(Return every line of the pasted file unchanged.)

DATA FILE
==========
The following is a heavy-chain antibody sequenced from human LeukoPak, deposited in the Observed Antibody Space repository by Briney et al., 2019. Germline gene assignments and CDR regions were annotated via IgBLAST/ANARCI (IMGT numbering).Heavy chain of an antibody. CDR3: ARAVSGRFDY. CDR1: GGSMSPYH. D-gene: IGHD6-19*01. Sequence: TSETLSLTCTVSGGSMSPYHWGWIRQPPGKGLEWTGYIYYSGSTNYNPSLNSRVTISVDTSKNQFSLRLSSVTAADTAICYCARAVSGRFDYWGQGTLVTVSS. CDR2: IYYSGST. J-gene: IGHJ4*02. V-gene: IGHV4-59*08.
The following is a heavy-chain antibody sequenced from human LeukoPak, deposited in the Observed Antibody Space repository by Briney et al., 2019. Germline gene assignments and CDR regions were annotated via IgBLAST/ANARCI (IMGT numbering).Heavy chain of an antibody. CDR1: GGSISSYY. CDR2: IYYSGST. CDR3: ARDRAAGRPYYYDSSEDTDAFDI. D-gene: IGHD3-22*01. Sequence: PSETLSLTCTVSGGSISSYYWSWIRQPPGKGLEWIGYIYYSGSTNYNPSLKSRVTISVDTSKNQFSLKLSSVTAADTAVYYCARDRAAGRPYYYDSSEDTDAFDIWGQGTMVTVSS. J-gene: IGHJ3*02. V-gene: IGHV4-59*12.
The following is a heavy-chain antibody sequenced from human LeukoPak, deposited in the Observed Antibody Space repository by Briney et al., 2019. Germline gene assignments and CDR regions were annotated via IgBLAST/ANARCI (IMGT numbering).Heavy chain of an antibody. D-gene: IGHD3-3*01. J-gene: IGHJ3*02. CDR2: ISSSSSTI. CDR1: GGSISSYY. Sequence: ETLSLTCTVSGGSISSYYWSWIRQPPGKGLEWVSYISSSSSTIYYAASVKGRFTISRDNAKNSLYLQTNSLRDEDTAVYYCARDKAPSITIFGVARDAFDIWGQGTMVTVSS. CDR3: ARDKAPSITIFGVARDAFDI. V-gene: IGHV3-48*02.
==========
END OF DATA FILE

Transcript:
The following is a heavy-chain antibody sequenced from human LeukoPak, deposited in the Observed Antibody Space repository by Briney et al., 2019. Germline gene assignments and CDR regions were annotated via IgBLAST/ANARCI (IMGT numbering).Heavy chain of an antibody. CDR3: ARAVSGRFDY. CDR1: GGSMSPYH. D-gene: IGHD6-19*01. Sequence: TSETLSLTCTVSGGSMSPYHWGWIRQPPGKGLEWTGYIYYSGSTNYNPSLNSRVTISVDTSKNQFSLRLSSVTAADTAICYCARAVSGRFDYWGQGTLVTVSS. CDR2: IYYSGST. J-gene: IGHJ4*02. V-gene: IGHV4-59*08.
The following is a heavy-chain antibody sequenced from human LeukoPak, deposited in the Observed Antibody Space repository by Briney et al., 2019. Germline gene assignments and CDR regions were annotated via IgBLAST/ANARCI (IMGT numbering).Heavy chain of an antibody. CDR1: GGSISSYY. CDR2: IYYSGST. CDR3: ARDRAAGRPYYYDSSEDTDAFDI. D-gene: IGHD3-22*01. Sequence: PSETLSLTCTVSGGSISSYYWSWIRQPPGKGLEWIGYIYYSGSTNYNPSLKSRVTISVDTSKNQFSLKLSSVTAADTAVYYCARDRAAGRPYYYDSSEDTDAFDIWGQGTMVTVSS. J-gene: IGHJ3*02. V-gene: IGHV4-59*12.
The following is a heavy-chain antibody sequenced from human LeukoPak, deposited in the Observed Antibody Space repository by Briney et al., 2019. Germline gene assignments and CDR regions were annotated via IgBLAST/ANARCI (IMGT numbering).Heavy chain of an antibody. D-gene: IGHD3-3*01. J-gene: IGHJ3*02. CDR2: ISSSSSTI. CDR1: GGSISSYY. Sequence: ETLSLTCTVSGGSISSYYWSWIRQPPGKGLEWVSYISSSSSTIYYAASVKGRFTISRDNAKNSLYLQTNSLRDEDTAVYYCARDKAPSITIFGVARDAFDIWGQGTMVTVSS. CDR3: ARDKAPSITIFGVARDAFDI. V-gene: IGHV3-48*02.